Use this URL to cite or link to this record in EThOS: http://ethos.bl.uk/OrderDetails.do?uin=uk.bl.ethos.646941
Title: The happy judicialization of sexual rights : abortion and same sex marriage in Mexico
Author: Sánchez García, Arturo
ISNI:       0000 0004 5364 0319
Awarding Body: University of Kent
Current Institution: University of Kent
Date of Award: 2014
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Abstract:
This project studies one of the most intense moments of the judicialization of Mexican politics: the Mexican Supreme Court of Justice’s intervention in the legal reforms on abortion and same sex marriage approved by the Legislative Assembly in Mexico City in 2007 and 2009. The cases stimulated the optimism of a transnational sexual rights agenda with images of progressive legal reforms and a responsive Court. But a study of the cases, it is argued here, reflects little engagement of the Supreme Court with human rights agendas of progressive images of judicial activism; instead, the momentum of judicialization speaks of a critical period of readjustment of authority in Mexico’s democratic institutions. Judicialization in Latin America is generally studied as the opening of constitutional courts to the citizenry and the establishment of tools for judicial review as the guarantor of constitutional rights in the new democracies. The Mexican experience of judicialization has been of a Court becoming the arbiter of conflicts between the executive and legislative branches of the government; it was historically initiated as a project to guarantee the stability of the political regime and the federal order. The Mexican Supreme Court evolved in democracy with a narrow formalist and self-constrained interpretation of human rights. The sexual rights cases were accepted by the Court when it was going through a compromising political period, and their successful decisions helped to moderate the legitimacy of the judicial tribunal, encouraging the attachment of social movements towards the Court, seen as a vehicle for social change. The thesis recognises sexual rights as a location of enunciation and production of subversive knowledge, generating intimate processes of subjective empowerment that inform new relationalities across a political sphere which includes legal culture. Sexual rights guide the study of the Court and the desire of a better trajectory of judicialization. The legal reforms and their judicial interventions are presented as optimistic promises, as signs that anticipated something good to come, even though they did not fully deliver against such hopes. Part 1 presents a theoretical frame to engage with optimism and promises, aiming to relate to the strategies of critical optimism with which one as a researcher can evaluate the conditions in which different people can relate (or not) to desired futures. Chapter 1 is a theoretical consideration of promises and optimism, chapter 2 presents the optimistic development in the new constitutionalism in Latin America embodied in constitutional moments, or constitutional reforms. Part II presents the political context that precedes the cases: first, in chapter 3, with the history of Mexico City and the institutionalisation of opposition, and then, in chapter 4, with the establishment of tools for constitutional review in the Supreme Court. Part II is dedicated to the case studies.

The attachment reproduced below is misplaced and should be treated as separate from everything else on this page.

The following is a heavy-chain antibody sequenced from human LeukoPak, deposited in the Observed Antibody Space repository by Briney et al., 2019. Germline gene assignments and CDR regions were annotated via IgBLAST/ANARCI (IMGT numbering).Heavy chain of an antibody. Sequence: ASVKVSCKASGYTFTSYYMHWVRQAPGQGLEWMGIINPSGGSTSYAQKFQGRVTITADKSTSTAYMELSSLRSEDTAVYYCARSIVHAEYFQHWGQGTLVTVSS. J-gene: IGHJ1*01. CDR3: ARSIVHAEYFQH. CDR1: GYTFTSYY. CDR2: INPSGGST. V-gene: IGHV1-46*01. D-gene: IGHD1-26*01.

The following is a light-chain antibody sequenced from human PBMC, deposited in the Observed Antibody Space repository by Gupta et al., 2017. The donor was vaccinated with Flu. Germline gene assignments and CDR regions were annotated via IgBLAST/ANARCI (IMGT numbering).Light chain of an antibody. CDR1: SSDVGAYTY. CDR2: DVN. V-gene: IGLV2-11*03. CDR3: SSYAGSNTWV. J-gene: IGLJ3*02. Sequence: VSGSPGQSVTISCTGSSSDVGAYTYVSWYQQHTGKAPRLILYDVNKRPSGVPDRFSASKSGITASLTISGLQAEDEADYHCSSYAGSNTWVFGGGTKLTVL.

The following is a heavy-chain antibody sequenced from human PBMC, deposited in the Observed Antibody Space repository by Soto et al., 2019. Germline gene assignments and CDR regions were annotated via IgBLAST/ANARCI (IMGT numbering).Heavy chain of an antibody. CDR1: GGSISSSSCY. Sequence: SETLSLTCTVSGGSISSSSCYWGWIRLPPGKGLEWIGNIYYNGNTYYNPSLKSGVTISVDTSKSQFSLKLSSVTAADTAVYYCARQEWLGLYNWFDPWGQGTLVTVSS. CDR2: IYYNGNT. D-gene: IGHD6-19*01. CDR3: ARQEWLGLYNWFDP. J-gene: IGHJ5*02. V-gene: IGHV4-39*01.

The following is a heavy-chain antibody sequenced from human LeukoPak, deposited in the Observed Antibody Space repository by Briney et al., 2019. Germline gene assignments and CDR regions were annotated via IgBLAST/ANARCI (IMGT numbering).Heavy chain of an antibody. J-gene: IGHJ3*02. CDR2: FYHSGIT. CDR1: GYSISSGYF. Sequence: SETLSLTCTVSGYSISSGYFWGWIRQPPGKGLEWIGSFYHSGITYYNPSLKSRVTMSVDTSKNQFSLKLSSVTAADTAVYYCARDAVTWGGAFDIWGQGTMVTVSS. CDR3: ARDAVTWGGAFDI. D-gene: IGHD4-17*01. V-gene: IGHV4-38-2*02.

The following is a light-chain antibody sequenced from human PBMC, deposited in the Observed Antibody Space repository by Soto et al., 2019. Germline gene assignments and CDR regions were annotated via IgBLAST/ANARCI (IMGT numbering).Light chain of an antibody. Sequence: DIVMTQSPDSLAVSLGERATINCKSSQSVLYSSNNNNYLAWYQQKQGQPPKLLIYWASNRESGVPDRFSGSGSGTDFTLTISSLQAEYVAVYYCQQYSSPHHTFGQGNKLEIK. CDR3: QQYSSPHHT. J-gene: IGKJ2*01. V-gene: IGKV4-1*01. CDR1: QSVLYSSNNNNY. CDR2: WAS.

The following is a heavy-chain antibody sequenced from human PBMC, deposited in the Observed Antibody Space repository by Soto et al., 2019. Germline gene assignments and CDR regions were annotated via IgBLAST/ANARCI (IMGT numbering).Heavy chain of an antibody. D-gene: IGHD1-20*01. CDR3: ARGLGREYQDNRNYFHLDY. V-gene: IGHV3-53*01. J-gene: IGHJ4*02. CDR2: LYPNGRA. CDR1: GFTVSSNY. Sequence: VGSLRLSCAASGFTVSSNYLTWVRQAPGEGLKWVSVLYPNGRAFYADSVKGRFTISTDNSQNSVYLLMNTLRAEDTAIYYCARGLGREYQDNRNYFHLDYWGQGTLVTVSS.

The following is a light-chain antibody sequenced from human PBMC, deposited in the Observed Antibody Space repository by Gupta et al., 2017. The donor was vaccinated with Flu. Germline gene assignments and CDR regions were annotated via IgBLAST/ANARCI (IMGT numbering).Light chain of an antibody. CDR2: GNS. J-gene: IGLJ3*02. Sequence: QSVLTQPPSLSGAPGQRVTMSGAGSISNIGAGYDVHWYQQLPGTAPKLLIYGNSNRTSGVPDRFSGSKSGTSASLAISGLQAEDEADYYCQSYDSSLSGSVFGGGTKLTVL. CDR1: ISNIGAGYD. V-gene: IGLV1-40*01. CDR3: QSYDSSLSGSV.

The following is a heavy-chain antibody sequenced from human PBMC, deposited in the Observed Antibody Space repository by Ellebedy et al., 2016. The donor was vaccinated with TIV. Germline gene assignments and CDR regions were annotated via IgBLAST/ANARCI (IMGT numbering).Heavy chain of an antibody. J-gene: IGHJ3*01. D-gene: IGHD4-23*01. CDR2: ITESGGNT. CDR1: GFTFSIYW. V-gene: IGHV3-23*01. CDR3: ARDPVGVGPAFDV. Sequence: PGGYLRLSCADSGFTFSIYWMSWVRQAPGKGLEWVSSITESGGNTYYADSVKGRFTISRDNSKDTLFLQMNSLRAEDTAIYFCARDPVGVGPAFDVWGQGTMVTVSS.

Supervisor: Bedford, Kate; Herman, Didi Sponsor: Not available
Qualification Name: Thesis (Ph.D.) Qualification Level: Doctoral
EThOS ID: uk.bl.ethos.646941  DOI: Not available
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